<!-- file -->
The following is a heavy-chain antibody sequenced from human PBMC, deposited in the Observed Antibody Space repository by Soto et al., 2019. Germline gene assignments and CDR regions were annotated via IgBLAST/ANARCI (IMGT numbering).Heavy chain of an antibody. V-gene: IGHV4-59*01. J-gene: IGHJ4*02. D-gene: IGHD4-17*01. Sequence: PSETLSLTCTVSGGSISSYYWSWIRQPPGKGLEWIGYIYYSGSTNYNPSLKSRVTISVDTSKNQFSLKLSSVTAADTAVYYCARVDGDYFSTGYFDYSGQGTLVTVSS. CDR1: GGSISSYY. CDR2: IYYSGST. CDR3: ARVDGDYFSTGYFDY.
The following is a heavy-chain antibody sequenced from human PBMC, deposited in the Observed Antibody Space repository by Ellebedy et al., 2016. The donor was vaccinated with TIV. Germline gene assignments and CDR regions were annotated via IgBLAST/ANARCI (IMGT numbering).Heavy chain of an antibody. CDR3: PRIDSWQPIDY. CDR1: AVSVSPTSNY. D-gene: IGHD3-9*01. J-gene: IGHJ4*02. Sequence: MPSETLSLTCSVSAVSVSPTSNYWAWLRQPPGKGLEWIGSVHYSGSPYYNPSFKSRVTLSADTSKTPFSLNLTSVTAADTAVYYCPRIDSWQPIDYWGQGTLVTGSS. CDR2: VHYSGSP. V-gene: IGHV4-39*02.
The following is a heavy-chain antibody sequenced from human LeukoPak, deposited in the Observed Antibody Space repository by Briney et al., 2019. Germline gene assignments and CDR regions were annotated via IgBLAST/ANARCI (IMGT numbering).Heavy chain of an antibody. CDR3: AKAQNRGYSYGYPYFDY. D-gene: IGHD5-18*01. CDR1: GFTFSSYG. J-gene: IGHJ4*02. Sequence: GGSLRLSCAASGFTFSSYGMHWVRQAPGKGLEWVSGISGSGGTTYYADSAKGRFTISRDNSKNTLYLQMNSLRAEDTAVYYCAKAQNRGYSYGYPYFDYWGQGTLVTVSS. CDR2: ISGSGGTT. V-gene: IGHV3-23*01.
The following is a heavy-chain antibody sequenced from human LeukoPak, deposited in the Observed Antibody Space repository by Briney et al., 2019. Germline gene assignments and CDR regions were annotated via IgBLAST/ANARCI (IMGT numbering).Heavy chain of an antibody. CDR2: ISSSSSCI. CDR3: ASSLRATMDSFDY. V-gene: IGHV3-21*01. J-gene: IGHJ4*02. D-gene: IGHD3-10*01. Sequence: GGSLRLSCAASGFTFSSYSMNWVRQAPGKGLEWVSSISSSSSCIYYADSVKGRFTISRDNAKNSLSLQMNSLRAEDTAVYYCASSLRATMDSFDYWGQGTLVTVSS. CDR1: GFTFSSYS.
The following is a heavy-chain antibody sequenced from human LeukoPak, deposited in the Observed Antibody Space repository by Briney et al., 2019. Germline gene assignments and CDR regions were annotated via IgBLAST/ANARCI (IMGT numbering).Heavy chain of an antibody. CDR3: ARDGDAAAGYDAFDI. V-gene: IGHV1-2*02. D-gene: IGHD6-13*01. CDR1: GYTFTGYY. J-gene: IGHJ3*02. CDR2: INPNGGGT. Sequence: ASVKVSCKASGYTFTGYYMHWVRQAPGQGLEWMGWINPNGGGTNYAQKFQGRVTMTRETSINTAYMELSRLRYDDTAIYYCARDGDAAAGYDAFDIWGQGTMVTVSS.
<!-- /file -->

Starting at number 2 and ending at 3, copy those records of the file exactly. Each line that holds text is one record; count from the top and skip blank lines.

The following is a heavy-chain antibody sequenced from human PBMC, deposited in the Observed Antibody Space repository by Ellebedy et al., 2016. The donor was vaccinated with TIV. Germline gene assignments and CDR regions were annotated via IgBLAST/ANARCI (IMGT numbering).Heavy chain of an antibody. CDR3: PRIDSWQPIDY. CDR1: AVSVSPTSNY. D-gene: IGHD3-9*01. J-gene: IGHJ4*02. Sequence: MPSETLSLTCSVSAVSVSPTSNYWAWLRQPPGKGLEWIGSVHYSGSPYYNPSFKSRVTLSADTSKTPFSLNLTSVTAADTAVYYCPRIDSWQPIDYWGQGTLVTGSS. CDR2: VHYSGSP. V-gene: IGHV4-39*02.
The following is a heavy-chain antibody sequenced from human LeukoPak, deposited in the Observed Antibody Space repository by Briney et al., 2019. Germline gene assignments and CDR regions were annotated via IgBLAST/ANARCI (IMGT numbering).Heavy chain of an antibody. CDR3: AKAQNRGYSYGYPYFDY. D-gene: IGHD5-18*01. CDR1: GFTFSSYG. J-gene: IGHJ4*02. Sequence: GGSLRLSCAASGFTFSSYGMHWVRQAPGKGLEWVSGISGSGGTTYYADSAKGRFTISRDNSKNTLYLQMNSLRAEDTAVYYCAKAQNRGYSYGYPYFDYWGQGTLVTVSS. CDR2: ISGSGGTT. V-gene: IGHV3-23*01.